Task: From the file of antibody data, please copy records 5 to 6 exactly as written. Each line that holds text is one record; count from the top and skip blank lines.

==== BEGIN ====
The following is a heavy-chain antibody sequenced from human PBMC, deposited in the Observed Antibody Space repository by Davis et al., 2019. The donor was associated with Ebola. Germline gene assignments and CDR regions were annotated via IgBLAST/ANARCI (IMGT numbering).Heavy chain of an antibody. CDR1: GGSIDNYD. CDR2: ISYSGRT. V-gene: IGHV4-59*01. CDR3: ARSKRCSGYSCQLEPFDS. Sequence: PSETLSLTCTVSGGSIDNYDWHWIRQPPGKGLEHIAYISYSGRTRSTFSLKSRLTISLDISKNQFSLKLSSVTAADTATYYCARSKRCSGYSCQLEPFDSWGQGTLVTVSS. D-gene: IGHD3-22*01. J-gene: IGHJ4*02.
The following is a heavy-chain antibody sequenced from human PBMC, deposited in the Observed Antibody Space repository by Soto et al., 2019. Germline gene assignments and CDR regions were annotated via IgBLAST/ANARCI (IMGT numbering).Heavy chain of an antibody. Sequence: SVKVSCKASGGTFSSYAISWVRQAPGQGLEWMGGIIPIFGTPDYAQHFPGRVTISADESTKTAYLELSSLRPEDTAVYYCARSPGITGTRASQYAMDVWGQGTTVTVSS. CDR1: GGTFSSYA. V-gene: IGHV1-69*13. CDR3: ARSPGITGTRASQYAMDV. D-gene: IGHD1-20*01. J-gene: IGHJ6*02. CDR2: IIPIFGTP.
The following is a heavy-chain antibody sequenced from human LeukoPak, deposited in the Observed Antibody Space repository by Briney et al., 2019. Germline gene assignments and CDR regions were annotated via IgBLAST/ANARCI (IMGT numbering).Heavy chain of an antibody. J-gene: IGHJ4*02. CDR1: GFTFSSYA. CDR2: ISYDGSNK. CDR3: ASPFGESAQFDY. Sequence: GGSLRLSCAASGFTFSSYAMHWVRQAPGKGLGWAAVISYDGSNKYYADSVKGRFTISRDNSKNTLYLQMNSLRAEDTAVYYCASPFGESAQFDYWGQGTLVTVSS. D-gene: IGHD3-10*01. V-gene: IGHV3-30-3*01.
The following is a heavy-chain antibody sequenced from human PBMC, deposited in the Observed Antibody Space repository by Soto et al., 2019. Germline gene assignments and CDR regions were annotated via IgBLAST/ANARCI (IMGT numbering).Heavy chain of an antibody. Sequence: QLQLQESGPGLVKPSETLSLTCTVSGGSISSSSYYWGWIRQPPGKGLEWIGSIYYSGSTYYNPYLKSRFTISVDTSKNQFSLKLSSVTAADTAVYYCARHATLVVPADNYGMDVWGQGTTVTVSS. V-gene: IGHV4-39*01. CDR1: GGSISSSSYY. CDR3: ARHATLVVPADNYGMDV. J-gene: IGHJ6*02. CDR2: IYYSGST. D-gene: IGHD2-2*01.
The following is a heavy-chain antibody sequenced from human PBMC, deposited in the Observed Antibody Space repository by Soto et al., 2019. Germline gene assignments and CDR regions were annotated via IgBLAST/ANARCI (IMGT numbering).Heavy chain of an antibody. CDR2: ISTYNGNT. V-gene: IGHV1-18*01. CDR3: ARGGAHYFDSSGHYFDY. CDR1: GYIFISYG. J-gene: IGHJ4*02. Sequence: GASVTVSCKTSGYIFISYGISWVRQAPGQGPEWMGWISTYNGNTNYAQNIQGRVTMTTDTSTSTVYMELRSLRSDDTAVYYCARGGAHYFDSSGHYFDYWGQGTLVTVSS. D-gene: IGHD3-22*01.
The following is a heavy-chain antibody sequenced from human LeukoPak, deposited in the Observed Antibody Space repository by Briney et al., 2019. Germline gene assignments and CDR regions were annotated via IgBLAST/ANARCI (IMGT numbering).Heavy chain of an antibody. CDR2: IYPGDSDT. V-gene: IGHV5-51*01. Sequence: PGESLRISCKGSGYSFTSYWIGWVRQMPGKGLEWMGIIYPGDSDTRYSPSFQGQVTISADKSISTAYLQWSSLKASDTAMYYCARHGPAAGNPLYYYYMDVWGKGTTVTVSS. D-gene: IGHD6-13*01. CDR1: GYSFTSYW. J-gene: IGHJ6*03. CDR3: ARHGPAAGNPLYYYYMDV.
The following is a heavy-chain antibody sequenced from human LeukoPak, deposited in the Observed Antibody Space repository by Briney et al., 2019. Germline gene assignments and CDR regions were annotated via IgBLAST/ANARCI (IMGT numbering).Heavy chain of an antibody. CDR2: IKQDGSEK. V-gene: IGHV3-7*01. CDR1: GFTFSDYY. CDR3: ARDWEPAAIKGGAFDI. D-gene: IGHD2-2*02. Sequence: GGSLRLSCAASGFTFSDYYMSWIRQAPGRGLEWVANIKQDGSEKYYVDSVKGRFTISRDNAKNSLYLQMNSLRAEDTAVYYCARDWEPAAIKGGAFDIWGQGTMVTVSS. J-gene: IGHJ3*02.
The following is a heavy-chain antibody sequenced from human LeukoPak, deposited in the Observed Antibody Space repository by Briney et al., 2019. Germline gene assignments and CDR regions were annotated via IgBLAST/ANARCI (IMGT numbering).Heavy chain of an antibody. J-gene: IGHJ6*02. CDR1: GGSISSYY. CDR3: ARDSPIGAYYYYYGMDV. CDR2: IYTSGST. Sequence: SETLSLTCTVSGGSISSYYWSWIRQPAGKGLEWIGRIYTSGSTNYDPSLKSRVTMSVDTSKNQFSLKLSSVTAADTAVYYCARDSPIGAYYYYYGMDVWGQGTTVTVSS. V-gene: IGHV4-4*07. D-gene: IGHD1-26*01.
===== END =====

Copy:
The following is a heavy-chain antibody sequenced from human PBMC, deposited in the Observed Antibody Space repository by Soto et al., 2019. Germline gene assignments and CDR regions were annotated via IgBLAST/ANARCI (IMGT numbering).Heavy chain of an antibody. CDR2: ISTYNGNT. V-gene: IGHV1-18*01. CDR3: ARGGAHYFDSSGHYFDY. CDR1: GYIFISYG. J-gene: IGHJ4*02. Sequence: GASVTVSCKTSGYIFISYGISWVRQAPGQGPEWMGWISTYNGNTNYAQNIQGRVTMTTDTSTSTVYMELRSLRSDDTAVYYCARGGAHYFDSSGHYFDYWGQGTLVTVSS. D-gene: IGHD3-22*01.
The following is a heavy-chain antibody sequenced from human LeukoPak, deposited in the Observed Antibody Space repository by Briney et al., 2019. Germline gene assignments and CDR regions were annotated via IgBLAST/ANARCI (IMGT numbering).Heavy chain of an antibody. CDR2: IYPGDSDT. V-gene: IGHV5-51*01. Sequence: PGESLRISCKGSGYSFTSYWIGWVRQMPGKGLEWMGIIYPGDSDTRYSPSFQGQVTISADKSISTAYLQWSSLKASDTAMYYCARHGPAAGNPLYYYYMDVWGKGTTVTVSS. D-gene: IGHD6-13*01. CDR1: GYSFTSYW. J-gene: IGHJ6*03. CDR3: ARHGPAAGNPLYYYYMDV.